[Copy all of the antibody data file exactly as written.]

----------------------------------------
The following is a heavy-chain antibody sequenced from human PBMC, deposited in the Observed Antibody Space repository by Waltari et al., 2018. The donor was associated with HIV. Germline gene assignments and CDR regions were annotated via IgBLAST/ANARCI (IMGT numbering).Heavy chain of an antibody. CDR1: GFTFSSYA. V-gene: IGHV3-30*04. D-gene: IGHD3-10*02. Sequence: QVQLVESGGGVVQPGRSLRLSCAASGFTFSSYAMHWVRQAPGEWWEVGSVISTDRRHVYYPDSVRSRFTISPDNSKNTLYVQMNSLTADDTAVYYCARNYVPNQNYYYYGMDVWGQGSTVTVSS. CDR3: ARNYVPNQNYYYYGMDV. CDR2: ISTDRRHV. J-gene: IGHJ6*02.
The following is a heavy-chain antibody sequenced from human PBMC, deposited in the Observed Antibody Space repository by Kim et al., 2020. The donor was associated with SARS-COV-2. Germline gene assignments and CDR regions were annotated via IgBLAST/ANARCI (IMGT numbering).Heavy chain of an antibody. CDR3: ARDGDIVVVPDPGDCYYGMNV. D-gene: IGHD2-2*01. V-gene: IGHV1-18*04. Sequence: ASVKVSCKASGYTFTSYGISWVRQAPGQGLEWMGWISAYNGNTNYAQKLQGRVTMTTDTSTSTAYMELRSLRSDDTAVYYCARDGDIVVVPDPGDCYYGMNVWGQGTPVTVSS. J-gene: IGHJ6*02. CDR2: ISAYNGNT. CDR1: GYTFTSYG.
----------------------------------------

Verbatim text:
The following is a heavy-chain antibody sequenced from human PBMC, deposited in the Observed Antibody Space repository by Waltari et al., 2018. The donor was associated with HIV. Germline gene assignments and CDR regions were annotated via IgBLAST/ANARCI (IMGT numbering).Heavy chain of an antibody. CDR1: GFTFSSYA. V-gene: IGHV3-30*04. D-gene: IGHD3-10*02. Sequence: QVQLVESGGGVVQPGRSLRLSCAASGFTFSSYAMHWVRQAPGEWWEVGSVISTDRRHVYYPDSVRSRFTISPDNSKNTLYVQMNSLTADDTAVYYCARNYVPNQNYYYYGMDVWGQGSTVTVSS. CDR3: ARNYVPNQNYYYYGMDV. CDR2: ISTDRRHV. J-gene: IGHJ6*02.
The following is a heavy-chain antibody sequenced from human PBMC, deposited in the Observed Antibody Space repository by Kim et al., 2020. The donor was associated with SARS-COV-2. Germline gene assignments and CDR regions were annotated via IgBLAST/ANARCI (IMGT numbering).Heavy chain of an antibody. CDR3: ARDGDIVVVPDPGDCYYGMNV. D-gene: IGHD2-2*01. V-gene: IGHV1-18*04. Sequence: ASVKVSCKASGYTFTSYGISWVRQAPGQGLEWMGWISAYNGNTNYAQKLQGRVTMTTDTSTSTAYMELRSLRSDDTAVYYCARDGDIVVVPDPGDCYYGMNVWGQGTPVTVSS. J-gene: IGHJ6*02. CDR2: ISAYNGNT. CDR1: GYTFTSYG.